Confronting Racism in Higher Education
Problems and Possibilities for Fighting Ignorance, Bigotry and Isolation
A volume in the series: Educational Leadership for Social Justice. Editor(s): Jeffrey S. Brooks, Monash University. Denise E. Armstrong, Brock University. Ira Bogotch, Florida Atlantic University. Sandra Harris, Lamar University. Whitney Sherman, Virginia Commonwealth University. George Theoharis, Syracuse University.
Racism and ignorance churn on college campuses as surely as they do in society at large. Over the past fifteen years there have been many discussions regarding racism and higher education. Some of these focus on formal policies and dynamics such as Affirmative Action or The Dream Act, while many more discussions are happening in classrooms, dorm rooms and in campus communities. Of course, corollary to these conversations, some of which are generative and some of which are degenerative, is a deafening silence around how individuals and institutions can actually understand, engage and change issues related to racism in higher education. This lack of dialogue and action speaks volumes about individuals and organizations, and suggests a complicit acceptance, tolerance or even support for institutional and individual racism. There is much work to be done if we are to improve the situation around race and race relation in institutions of higher education.
There is still much work to be done in unpacking and addressing the educational realities of those who are economically, socially, and politically underserved and oppressed by implicit and overt racism. These realities manifest in ways such as lack of access to and within higher education, in equitable outcomes and in a disparity of the quality of education as a student matriculates through the system. While there are occasional diversity and inclusion efforts made in higher education, institutions still largely address them as quotas, and not as paradigmatic changes. This focus on “counting toward equity rather” than “creating a culture of equity” is basically a form of white privilege that allows administrators and policymakers to show incremental “progress” and avoid more substantive action toward real equity that changes the culture(s) of institutions with longstanding racial histories that marginalize some and privilege others.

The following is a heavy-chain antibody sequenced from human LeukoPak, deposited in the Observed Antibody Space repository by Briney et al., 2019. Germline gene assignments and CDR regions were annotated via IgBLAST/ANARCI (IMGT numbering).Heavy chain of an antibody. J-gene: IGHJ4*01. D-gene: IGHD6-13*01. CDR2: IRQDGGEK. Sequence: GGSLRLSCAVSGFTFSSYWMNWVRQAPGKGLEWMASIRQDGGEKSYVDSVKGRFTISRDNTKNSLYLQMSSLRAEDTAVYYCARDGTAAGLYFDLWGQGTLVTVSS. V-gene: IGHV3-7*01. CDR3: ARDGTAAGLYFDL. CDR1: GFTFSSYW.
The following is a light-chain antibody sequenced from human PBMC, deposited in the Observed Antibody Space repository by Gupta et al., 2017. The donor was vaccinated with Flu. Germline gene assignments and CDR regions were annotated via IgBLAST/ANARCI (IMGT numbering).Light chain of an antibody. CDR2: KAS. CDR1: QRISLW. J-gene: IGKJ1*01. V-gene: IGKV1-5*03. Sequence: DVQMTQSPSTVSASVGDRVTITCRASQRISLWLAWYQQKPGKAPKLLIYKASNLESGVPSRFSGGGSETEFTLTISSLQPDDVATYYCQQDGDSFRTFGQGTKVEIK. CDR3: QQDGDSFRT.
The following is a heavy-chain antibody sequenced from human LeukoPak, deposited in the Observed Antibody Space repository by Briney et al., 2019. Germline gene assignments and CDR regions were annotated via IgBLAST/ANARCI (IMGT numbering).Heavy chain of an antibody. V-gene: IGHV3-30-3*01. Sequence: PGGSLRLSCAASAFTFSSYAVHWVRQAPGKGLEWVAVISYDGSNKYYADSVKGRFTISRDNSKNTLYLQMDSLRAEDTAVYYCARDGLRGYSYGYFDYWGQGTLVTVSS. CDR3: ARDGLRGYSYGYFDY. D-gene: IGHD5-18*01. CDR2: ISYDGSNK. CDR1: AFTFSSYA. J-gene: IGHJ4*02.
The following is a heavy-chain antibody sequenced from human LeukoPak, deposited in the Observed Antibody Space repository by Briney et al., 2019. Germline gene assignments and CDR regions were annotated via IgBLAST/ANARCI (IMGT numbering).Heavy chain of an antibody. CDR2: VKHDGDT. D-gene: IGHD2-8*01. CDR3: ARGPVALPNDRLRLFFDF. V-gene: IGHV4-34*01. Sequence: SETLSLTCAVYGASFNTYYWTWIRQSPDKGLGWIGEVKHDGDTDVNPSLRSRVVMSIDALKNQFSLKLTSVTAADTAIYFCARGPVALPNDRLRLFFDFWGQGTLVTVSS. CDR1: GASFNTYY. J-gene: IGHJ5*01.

Issues in higher education are still raced from white perspectives and suffer from a view that race and racism occur in a vacuum. Some literature suggests that racism begins very early in the student experience and continues all the way to college (Berlak & Moyenda). This mis-education, mislabeling and mistreatment based on race often develops as early as five to ten years old and “follows” them to postgraduate education and beyond.
Acknowledgements. Confronting Racism in Higher Education. Problems and Possibilities for Fighting Ignorance, Bigotry and Isolation, Noelle Witherspoon Arnold and Jeffrey S. Brooks. Examining the Blockages of Race-Related Conversations in the Classroom: From Recognition to Action, Sarah Diem and Bradley W. Carpenter. Persistence is Chess, Not Checkers: A Counterstory on the Lives and Strategies of Six African American Administrators at One Predominantly White Institution, Brandon L. Wolfe. Combat in the Academy: Racial Battle Fatigue, Role Strain, and African American Faculty at Public Community Colleges, Tamara Nichele Stevenson. Critical Race Theory and College Readiness: A Review of the Literature, Chad Everett Kee. An Overview of the History, Research, and Culture of Historically Black Greek Letter Organizations, Andre Brown. Legal and Educational Foundations in Critical Race Theory, Evelyn Y. Young. Critical Race Theory and Its Viability as a Tool for Critiquing Current Theoretical Leadership: Constructions of African American Women, Collette Madeleine Bloom. Re(thinking) Race: Positioning Multiracial Representations within Critical Pedagogy, Claire Peinado Fraczek. Who’s Zoomin’ Who?: A Critical Race Analysis of Florida’s Public High School Graduates, Terri Watson and Jennifer Sughrue. Neither Latino nor White Enough: Educational Experiences of Meso Hispanic, Meso American, Urban, and Suburban Public High School Students, Paula Marie Gallegos. About the Contributors.
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